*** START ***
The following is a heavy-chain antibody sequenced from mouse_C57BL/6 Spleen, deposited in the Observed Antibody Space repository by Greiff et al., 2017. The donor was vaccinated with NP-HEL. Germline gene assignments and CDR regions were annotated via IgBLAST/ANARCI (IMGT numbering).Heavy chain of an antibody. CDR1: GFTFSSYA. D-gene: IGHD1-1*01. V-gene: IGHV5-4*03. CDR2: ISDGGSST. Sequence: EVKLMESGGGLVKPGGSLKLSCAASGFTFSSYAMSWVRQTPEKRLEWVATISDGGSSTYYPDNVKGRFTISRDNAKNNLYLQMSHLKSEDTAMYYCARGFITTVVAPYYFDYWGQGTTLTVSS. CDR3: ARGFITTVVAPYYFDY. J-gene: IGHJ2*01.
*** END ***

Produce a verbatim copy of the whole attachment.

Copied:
The following is a heavy-chain antibody sequenced from mouse_C57BL/6 Spleen, deposited in the Observed Antibody Space repository by Greiff et al., 2017. The donor was vaccinated with NP-HEL. Germline gene assignments and CDR regions were annotated via IgBLAST/ANARCI (IMGT numbering).Heavy chain of an antibody. CDR1: GFTFSSYA. D-gene: IGHD1-1*01. V-gene: IGHV5-4*03. CDR2: ISDGGSST. Sequence: EVKLMESGGGLVKPGGSLKLSCAASGFTFSSYAMSWVRQTPEKRLEWVATISDGGSSTYYPDNVKGRFTISRDNAKNNLYLQMSHLKSEDTAMYYCARGFITTVVAPYYFDYWGQGTTLTVSS. CDR3: ARGFITTVVAPYYFDY. J-gene: IGHJ2*01.